The emergence of budget health and fitness clubs

Leisure Report August 2008

Ray Algar looks at the emergence of the first true budget clubs in the UK, and considers what consequences they will have on the shape of the market.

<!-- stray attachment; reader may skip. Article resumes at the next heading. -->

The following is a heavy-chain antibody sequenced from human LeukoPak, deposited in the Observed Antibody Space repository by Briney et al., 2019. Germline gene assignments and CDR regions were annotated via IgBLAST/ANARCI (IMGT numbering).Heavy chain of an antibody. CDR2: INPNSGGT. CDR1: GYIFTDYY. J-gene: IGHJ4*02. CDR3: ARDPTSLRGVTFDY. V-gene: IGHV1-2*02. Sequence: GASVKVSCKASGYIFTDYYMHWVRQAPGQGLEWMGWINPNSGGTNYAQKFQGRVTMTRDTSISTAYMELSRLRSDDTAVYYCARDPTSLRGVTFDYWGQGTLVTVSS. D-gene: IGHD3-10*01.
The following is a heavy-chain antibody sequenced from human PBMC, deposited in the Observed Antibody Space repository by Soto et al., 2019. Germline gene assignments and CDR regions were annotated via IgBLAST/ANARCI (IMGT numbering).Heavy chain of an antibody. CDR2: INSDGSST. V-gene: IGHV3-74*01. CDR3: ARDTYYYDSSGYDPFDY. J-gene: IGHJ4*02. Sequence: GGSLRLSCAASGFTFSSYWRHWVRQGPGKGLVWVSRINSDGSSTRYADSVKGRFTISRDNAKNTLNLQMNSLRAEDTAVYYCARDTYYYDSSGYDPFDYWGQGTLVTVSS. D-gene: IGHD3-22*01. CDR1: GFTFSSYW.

I can vividly recall the discussion with the then chief executive of Holmes Place. “I’ve put together an exciting deal for a purpose-designed club to form part of a new development in Newbury. The numbers are good; what do you think?” After reflecting, he replied: “We can’t open in Newbury; the town already has a private health club.” A few years ago, that was the unwritten market rule; the first to enter, won. Why waste resources competing? Let’s just find our own town. How quickly the rules of the game change. Now clubs stand side-by-side and compete hard, and not just small clubs. Some towns now have two £13m+ health and racquet clubs within a mile of each other. ‘If the town is good enough for them, it’s good enough for us’, became the new mantra, as chains rushed to build a national estate. As competition intensified, one rule seemed to remain constant. Prosperous consumers joined the premium clubs, while those of moderate financial means frequented the ‘affordable’ private mid-market club or leisure centre. However, everyone is now well aware that the principle of neatly-defined homogeneous consumer segments is now in turmoil, causing marketers sleepless nights. Promiscuous buying behaviour is everywhere, where shopping at Lidl now suggests, more ‘smart’ and ‘savvy’, than skint.